Renegotiating body image and sexuality after surviving breast cancer : narratives of young Black African women.
Nzuza, Nokwanda Yoliswa.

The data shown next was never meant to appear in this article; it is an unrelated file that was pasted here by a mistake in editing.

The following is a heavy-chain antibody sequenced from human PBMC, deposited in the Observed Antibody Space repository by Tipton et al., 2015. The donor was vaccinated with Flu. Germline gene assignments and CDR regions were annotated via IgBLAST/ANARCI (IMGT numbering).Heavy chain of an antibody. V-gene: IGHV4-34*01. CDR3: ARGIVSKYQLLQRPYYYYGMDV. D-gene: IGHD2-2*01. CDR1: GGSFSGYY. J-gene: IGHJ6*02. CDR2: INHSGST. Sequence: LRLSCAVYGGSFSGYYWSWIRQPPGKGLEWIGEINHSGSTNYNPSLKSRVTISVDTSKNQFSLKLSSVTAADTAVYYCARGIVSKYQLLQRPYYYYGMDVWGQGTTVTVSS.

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This study provides a contemporary contextualisation of the challenges that young Black African women face once they are diagnosed with breast cancer. It focuses particularly on 15 young Black African women in the age category of 24 and 40 living in Durban, South Africa. Using the interpretative paradigm, social identity theory as well as social construction theory, this study analyses young women’s understanding of their bodies as ‘African assets’ before and after breast surgery. This study used data collection methods such as focus groups, open-ended interviews, and observations to collect thick descriptions of the challenges that have been faced by young women, as well as stories of how the women have renegotiated their body image and sexuality. The findings of this study indicated that sociocultural expectations play a vital role in how young Black women understand themselves as individuals, partners, and family members. The findings also reveal that women are led to believe that ‘real’ African women can be seen through their appearance and physical attributes. The young women shared a common understanding of how Black African men prioritised when choosing potential partners. This construction of a women’s body was understood to be challenged once young Black African women started cancer treatment as this affected their physical and emotional well-being through medical challenges such as breast reconstruction, hair loss, depression and infertility. In an attempt to preserve their African assets and fertility, this study reports on the traditional and spiritual measures that young women engaged in with the help of traditional healers and spiritualists, to renegotiate their body image and sexuality.